CFSP in the News

October 14, 2013

The Economist

This article explores planned large-scale infrastructure -- including high speed rail -- and stimulus spending in Thailand.  Opponents of the program have called for fiscal prudence and have questioned the amount of public debt it would require.  CFSP Faculty Director and MIT Professor Robert M. Townsend points out, however, that average debt-to-asset ratios are low and have been decreasing since 2006, a fact which suggests that concerns about spending are overstated.

Recent CFSP in the News

  • June 6, 2011
    The Guardian Notes Strengths of "Poor Economics"

    The Guardian

    An editorial from The Guardian, UK, noted the contribution of Poor Economics authored by CFSP member Abhijit Banerjee and his co-author, Esther Duflo.  The article notes the strength that the randomized trials performed by the J-PAL Poverty Action Lab will contribute to the ongoing evaluation of aid and other research devoted to development economics. They state, "As (the authors) admit, randomistas cannot answer some big questions – how to tackle food prices, for instance. But through lots of microstudies, they make a subtle case for one big argument: aid really can help poor people, provided the money follows the evidence."

  • June 3, 2011

    CFSP members Robert M. Townsend and Tavneet Suri were highlighted in a recent news brief by regarding the publishing of their most recent paper, Monetary Theory and Electronic Money: Reflections on the Kenyan Experience, co-authored with William Jack, Georgetown.  The paper speaks to the ongoing potential of M-PESA, or mobile money, as well as how to address its implementation challenges.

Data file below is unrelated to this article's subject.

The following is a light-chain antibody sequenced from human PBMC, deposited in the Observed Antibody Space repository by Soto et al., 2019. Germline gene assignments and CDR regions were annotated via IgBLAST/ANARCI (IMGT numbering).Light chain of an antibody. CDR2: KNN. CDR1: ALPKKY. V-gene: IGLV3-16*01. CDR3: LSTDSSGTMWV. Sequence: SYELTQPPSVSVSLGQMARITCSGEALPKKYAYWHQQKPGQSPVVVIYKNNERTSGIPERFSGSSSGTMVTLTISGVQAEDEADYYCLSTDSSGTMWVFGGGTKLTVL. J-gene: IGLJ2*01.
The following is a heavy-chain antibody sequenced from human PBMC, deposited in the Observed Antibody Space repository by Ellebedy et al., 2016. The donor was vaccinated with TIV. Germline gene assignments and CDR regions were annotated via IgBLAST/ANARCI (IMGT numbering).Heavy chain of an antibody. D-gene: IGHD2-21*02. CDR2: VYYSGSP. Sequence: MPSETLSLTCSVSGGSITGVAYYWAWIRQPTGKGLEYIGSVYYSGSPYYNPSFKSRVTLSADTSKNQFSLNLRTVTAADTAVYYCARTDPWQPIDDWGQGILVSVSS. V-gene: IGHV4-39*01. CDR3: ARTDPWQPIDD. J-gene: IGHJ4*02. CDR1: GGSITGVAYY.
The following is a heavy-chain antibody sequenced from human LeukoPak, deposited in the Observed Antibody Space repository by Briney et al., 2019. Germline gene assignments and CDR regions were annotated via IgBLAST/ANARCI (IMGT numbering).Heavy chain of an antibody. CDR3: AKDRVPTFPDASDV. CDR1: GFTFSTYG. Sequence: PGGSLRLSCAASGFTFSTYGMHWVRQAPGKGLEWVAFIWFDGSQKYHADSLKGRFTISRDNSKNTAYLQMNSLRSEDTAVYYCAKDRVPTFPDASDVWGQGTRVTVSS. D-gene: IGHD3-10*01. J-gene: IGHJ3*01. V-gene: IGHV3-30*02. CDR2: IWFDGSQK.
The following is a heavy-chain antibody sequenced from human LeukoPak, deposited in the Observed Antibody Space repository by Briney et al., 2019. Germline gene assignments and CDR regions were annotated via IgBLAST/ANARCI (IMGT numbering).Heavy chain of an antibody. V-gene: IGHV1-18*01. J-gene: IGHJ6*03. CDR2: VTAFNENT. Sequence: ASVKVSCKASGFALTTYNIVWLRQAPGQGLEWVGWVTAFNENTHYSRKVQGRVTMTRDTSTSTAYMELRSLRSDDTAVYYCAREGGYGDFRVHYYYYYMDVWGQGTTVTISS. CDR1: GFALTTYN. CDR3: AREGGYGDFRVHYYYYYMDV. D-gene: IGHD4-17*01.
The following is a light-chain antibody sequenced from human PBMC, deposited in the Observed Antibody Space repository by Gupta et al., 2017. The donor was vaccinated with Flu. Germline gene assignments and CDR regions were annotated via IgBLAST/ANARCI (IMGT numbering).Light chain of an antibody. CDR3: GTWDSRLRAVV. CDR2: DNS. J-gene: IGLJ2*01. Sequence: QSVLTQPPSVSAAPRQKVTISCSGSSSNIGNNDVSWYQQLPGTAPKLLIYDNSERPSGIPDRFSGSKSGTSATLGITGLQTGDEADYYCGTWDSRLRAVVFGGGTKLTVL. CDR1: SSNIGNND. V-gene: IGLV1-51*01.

• June 1, 2011
    The Rich Complexity of Village Life

    The Region (Federal Reserve Bank of Minneapolis)

    The Federal Reserve Bank of Minneapolis published an extensive article highlighting the initial findings of CFSP Faculty Director Robert M. Townsend and co-authors Pierre-Andre Chiappori, Krislert Samphantharak, and Sam Schulhofer-Wohl in a working paper on risk sharing in Thai villages.

    Author and Region editor Douglas Clement notes, “A number of households, the researchers indicate, might actually benefit from volatility in village income. A government program such as crop insurance could therefore have an adverse impact on some. ‘If aggregate risk were eliminated,’ write the researchers, ‘some relatively risk-tolerant households would suffer welfare losses.’”

    The article summarizes the household behavior and circumstances that influence variability and risk sharing in Thai villages.

    (Paper cited in this article: Heterogeneity and Risk Sharing in Village Economies.)


  • May 10, 2011

    Economix: The New York Times

    David Leonhardt of The New York Times and CFSP member Abhijit Banerjee and co-author Esther Duflo recently sat down to discuss their latest publication, Poor Economics.  Leonhardt asked Banerjee and Duflo a series of questions ranging from the impact of education to recommendations for South Sudan, the world's newest country.

  • May 4, 2011

    On Point: NPR (WBUR)

    NPR's Tom Ashbrook recently hosted CFSP member Abhijit Banerjee and his co-author, economist Esther Duflo, in a discussion about the recent release of their new book Poor Economics.  Banerjee and Duflo spoke about the ongoing and future relationship between population growth and poverty growth.  Both authors stressed that aid effort has been "shooting blind" and could benefit from rigorous evaluation, with the same fervor adopted in business ventures.  Failure to do so, might perpetuate what Duflo deemed "unacceptable" rates of poverty, a problem which she calls the "responsibility of humankind."

    Photo courtesy OnPoint: NPR (WBUR)

  • May 1, 2011

    Foreign Policy